The birth of the two boys was commemorated on coins, and - if we are to believe the Historia Augusta note[Historia Augusta, "Commodus" 1.4.] - the omens were favorable. However, the elder of the two appears to have been a weak child. One of the letters of Fronto, who had been the teacher of Marcus Aurelius, mentions that Fulvus Antoninus had been ill with a cough, but was getting better.
In 165, the boy died and was -according to Roman religious beliefs- regarded as one of the immortal gods. By that time, Commodus had a new, younger brother, Annius Verus, but he died as well, and in the end, it was Commodus who succeeded to his father's throne.
Still, Fulvus was not forgotten. Several inscriptions from Thessaloniki prove that the deified boy was worshipped well into the third century; his temple appears to have been very close to the present church of Saint Demetrios. This is remarkable, because many cults for deified emperors, empresses, and princes were abolished by the emperor Maximinus Thrax (235-238). It seems that the divine Fulvus had attracted a real following outside the circle of the state cult, something extremely rare. We can only wonder how this may have happened.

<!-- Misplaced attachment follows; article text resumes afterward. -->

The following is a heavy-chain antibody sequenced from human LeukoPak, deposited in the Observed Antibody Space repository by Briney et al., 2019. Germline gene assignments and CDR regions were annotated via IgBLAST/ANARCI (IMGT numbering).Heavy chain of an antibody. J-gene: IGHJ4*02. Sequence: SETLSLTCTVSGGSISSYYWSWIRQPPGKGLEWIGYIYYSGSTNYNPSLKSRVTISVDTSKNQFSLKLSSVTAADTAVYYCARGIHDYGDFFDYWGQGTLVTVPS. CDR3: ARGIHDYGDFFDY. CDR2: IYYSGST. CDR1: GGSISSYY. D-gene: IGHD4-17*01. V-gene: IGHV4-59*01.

According to the Greek author Herodian, Fulvus Antoninus had been nicknamed Verissimus ("most true one").note[Herodian, History of the Roman Empire 1.2.1.]